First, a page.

SALEM, Ore. (AP) — One of Oregon’s largest labor unions says it’s going to try to oust a Democratic state lawmaker who has been a longtime labor ally.
United Food and Commercial Workers Local 555 said Monday it had filed paperwork to initiate a recall effort against Rep. Paul Holvey of Eugene, Oregon Public Broadcasting reported.
If successful, it could trigger an election later this year deciding whether Holvey, the House speaker pro-tem, can stay in office.
Holvey, joined the House in 2004 and is a former union representative. But the union says his failure to support House Bill 3183, which would block cannabis employers from interfering with employee efforts to unionize, is one of the reasons behind its effort. The union is trying to make the case that the representative has turned his back on working people.
“He has shown that his allegiance lies with large corporations, not with Oregonians,” Local 555 President Dan Clay said in a statement.
Holvey told OPB that the recall caught him off-guard.
“I’m very surprised they’d pursue this sort of retaliation over this particular bill,” he said. “I am a strong labor person, I grew up in labor and have always pursued legislation to help working people.”
The union says Holvey killed the cannabis union bill, and strongly suggests in its planned filing with the Secretary of State that he did so at the behest of La Mota. That’s the cannabis dispensary chain whose owners have come under scrutiny for donating to Democrats while failing to pay their taxes. The business’ owners have not given money to Holvey’s personal campaign committee, but they did donate $20,000 to the main political action committee for electing House Democrats.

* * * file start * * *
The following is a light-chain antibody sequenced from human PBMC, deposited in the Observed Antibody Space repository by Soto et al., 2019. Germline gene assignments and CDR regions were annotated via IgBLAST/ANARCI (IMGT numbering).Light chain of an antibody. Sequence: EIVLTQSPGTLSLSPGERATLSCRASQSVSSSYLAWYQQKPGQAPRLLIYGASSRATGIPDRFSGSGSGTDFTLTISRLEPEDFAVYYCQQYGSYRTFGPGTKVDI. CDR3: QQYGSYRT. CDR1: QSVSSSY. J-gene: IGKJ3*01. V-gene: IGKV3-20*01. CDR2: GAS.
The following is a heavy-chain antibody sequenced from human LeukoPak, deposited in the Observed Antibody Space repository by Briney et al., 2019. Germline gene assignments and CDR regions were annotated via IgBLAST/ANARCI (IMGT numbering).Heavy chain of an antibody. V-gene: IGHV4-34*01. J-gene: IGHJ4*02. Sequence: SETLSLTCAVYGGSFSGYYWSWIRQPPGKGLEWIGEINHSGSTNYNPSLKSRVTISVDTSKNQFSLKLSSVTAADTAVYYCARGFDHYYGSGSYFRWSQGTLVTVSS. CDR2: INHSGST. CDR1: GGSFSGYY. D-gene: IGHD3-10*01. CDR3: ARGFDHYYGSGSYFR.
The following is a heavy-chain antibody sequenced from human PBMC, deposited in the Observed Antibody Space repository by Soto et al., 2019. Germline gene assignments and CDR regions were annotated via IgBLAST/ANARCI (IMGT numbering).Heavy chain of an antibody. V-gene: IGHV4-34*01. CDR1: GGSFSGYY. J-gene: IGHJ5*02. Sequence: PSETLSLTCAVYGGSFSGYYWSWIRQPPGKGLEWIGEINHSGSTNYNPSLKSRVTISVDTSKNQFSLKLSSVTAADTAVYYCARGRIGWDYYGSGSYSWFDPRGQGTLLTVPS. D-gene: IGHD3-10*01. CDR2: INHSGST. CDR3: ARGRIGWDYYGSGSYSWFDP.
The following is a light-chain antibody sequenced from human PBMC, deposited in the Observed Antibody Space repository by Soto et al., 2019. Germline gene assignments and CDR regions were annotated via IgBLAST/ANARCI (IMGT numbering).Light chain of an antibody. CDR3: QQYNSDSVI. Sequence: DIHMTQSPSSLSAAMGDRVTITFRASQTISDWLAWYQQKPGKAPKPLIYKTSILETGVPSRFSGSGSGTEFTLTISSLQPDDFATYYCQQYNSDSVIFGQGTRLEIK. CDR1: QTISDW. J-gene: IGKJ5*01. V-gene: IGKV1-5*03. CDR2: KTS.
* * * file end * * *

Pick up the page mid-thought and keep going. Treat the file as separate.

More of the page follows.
UFCW Local 555 also says Holvey secured a legal opinion from legislative attorneys that suggests the bill could be illegal. The union believes that opinion is misleading and could affect its efforts to help workers unionize.
Holvey said he had questions about whether the UCFW bill was legal and acted accordingly, obtaining two opinions from legislative attorneys suggesting HB 3183 could be precluded by federal law.
“All I could see was this would put us into potential litigation where I felt pretty strongly the state would lose,” he said.
In order to force an election later this year, the union must collect signatures equivalent to 15% of the voters in Holvey’s Lane County district that participated in last year’s race for governor. According to state elections officials, the union needs 4,598 signatures by Aug. 21.